Tadej Pogačar once again pounced for the bonus seconds on stage 2 of Paris-Nice, moving up to 2nd overall just +2’’ back on stage winner and new race leader Mads Pedersen (Trek-Segafredo).

The largely flat 164km leg from Bazainville to Fontainebleau took the peloton through exposed roads but, with the exception of the briefest of splits with 75km to go it all came back together for a bunch sprint.

Tomorrow is a team time trial of 32km starting and finishing in Dampierre-en-Burly.

Pogacar remain in the Best Young Rider's white jersey.

Pogačar: “The team did a really good job today and we stayed out of trouble with the crashes. I’m happy I managed to gain a bit of time and I can be more relaxed going into tomorrow . The important thing will be to focus on ourselves as a team and do the quickest time we can.”


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Tirreno-Adriatico stage one reports

We posted the report from stage winner Filippo Ganna's Team INEOS Grenadiers with the results.

Here's the report from second-place Lennard Kamna's Team Bora-hansgrohe:

The pancake flat course of the opening TT at Tirreno-Adriatico was well known as it was used also in previous editions of the race. Pouring rain in the beginning made the race a bit tricky while conditions got better towards the end. F. Ganna proved to be the favorite, taking the win with a time of 12:28 in the end. BORA – hansgrohe showed a strong performance overall with Vlasov and Hindley putting some distance between them and other GC favorites while Lennard Kämna rode an incredible race to take second place in the end.

Lennard Kamna finishing second. Sirotti photo

“I am happy with the race today. Happy with my ride but also how my body felt. I took a conservative approach on the way out and really pushed on the way back. This course is for sure not ideal for me, totally flat, so I’ll take this result for sure.” – Jai Hindley

“I didn’t expect such a strong ride today. I am more than happy with my TT. The pacing was actually quite easy as the wind was steady. I kept some energy for the last part and especially my last kilometer was fast. We have to see how my shape will be in the mountains but after today I can be confident for sure. In general, we have a strong GC team here and we want to do well.” – Lennard Kämna

And here's the Tirreno-Adriatico report from eighth-place Andreas Leknessund's Team DSM:

Tirreno-Adriatico got underway today with the traditional pancake flat time trial in Lido di Camaiore. Taking place on just over 11 kilometres and with only a handful of corners on the route, it would be a test of power and aerodynamics – and a battle against the elements. With very heavy rain and blustering winds, it made for a challenging start for those who went earlier in the day; with conditions only really clearing up and lessening for those at the very end of the order.

Florian Stork set a good early benchmark time for the time as one of those early starters, stopping the clock in 13 minutes and 37 seconds. Throughout the day the rest of the guys gave their best efforts, with the team’s two GC finishers Harm Vanhoucke and Andreas Leknessund the penultimate and final riders from the team to leave the start gate. Vanhoucke delivered one of the best time trials of his career to go five seconds faster than Stork, before Leknessund measured and paced his effort perfectly; getting the most out of himself to finish the route in 13 minutes and nine seconds. As the dust settled and all of the other competitors finished their rides, it would be enough to see Leknessund take a solid eighth place on the day and the team very much in contention heading into the coming stages.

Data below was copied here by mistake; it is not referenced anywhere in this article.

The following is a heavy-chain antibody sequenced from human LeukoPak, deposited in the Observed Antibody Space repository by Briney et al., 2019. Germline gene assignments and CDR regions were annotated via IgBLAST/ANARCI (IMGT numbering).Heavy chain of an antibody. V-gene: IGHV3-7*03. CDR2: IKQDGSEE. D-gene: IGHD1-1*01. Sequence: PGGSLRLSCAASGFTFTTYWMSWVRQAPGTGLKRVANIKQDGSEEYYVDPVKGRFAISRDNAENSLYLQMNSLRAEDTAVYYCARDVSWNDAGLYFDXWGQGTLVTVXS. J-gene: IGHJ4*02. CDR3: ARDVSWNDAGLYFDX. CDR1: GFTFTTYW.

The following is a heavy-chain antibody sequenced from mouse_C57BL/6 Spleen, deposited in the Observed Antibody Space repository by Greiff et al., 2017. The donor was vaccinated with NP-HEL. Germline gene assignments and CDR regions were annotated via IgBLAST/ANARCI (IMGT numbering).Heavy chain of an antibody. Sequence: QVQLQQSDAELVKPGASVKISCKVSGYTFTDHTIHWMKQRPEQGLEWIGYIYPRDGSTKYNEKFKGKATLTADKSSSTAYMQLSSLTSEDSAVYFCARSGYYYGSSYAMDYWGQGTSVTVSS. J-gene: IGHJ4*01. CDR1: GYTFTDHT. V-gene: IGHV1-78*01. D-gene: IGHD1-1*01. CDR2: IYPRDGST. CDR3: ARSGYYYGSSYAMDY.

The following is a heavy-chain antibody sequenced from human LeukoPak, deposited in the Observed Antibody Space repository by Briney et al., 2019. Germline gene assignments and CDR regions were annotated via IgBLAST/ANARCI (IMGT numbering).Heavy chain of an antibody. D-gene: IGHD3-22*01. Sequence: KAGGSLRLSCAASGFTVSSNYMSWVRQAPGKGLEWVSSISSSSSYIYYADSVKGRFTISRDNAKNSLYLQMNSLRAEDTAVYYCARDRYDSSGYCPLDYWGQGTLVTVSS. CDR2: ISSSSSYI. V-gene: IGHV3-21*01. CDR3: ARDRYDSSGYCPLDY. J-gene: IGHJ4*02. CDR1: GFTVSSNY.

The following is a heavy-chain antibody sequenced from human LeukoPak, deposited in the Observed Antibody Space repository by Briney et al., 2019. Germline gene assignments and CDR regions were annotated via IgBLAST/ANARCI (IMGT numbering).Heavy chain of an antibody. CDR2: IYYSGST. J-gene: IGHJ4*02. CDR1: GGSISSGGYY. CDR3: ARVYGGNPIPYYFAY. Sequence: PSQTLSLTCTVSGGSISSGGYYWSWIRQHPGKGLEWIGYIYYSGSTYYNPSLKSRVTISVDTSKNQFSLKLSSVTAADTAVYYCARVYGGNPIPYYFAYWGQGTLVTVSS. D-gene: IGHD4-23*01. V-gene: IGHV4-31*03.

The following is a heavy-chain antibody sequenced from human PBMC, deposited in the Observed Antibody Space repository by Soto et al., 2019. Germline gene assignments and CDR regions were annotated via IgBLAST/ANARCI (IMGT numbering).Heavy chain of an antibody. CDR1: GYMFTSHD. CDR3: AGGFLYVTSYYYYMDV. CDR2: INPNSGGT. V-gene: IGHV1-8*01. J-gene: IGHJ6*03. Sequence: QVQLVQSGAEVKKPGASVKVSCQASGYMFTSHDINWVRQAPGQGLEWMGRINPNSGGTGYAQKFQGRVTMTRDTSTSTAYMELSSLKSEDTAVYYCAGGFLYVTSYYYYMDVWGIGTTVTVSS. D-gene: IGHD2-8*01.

Andreas Leknessund finishes his ride. Sirotti photo

“I think for me it was a good day,” explained Leknessund. “It was quite an easy TT with there only being one big u-turn in it, so I just focused on keeping the power up and the legs felt good. We should be happy with how the team did today, Harm also did a nice time, it’s a good start to the week for us and gives us motivation for the coming stages.”

Team DSM coach Pim Ligthart added: “It was a nice day for us with Andreas up there in the top ten, so we can be satisfied with that. Harm also did a really good TT and is amongst the GC contenders as well. I think we can start the week with some positive energy because of this.”


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Hi-Torque closes Road Bike Action and Electric Bike Action magazines

Bicycle Retailer & Industry News posted this heartbreaking story:

Hi-Torque Publications has laid off at least three editors at its road bike and e-bike media titles. Sources familiar with the situation tell BRAIN the publisher plans to close Road Bike Action and Electric Bike Action, which have print titles and websites. The company did not immediately respond to questions on Thursday.

Let go were journalists Zapata Espinoza, Tony Donaldson and Alex Boyce. Espinoza is a long-term Hi-Torque editor and member of the Mountain Bike Hall of Fame. He served as editorial director of Hi-Torque's three bike-related titles and is the former editor of Mountain Bike Action and Road Bike Action. "(The) head winds proved too mighty" for the titles, Espinoza told BRAIN in an email.

Donaldson, in his second stint at Hi-Torque, was the editor of Electric Bike Action after working at Hi-Torque's BMX Plus! and American Freestyler magazines earlier in his career. He also has a commercial photography business on the side and has a long history with BMX and e-bikes, dating back to working with Lee Iaccoca on his EV Global project in the late 1990s. Donaldson told BRAIN on Friday that he had "seen the writing on the wall for a while" because of dwindling ad sales at EBA.

You can read the entire story here.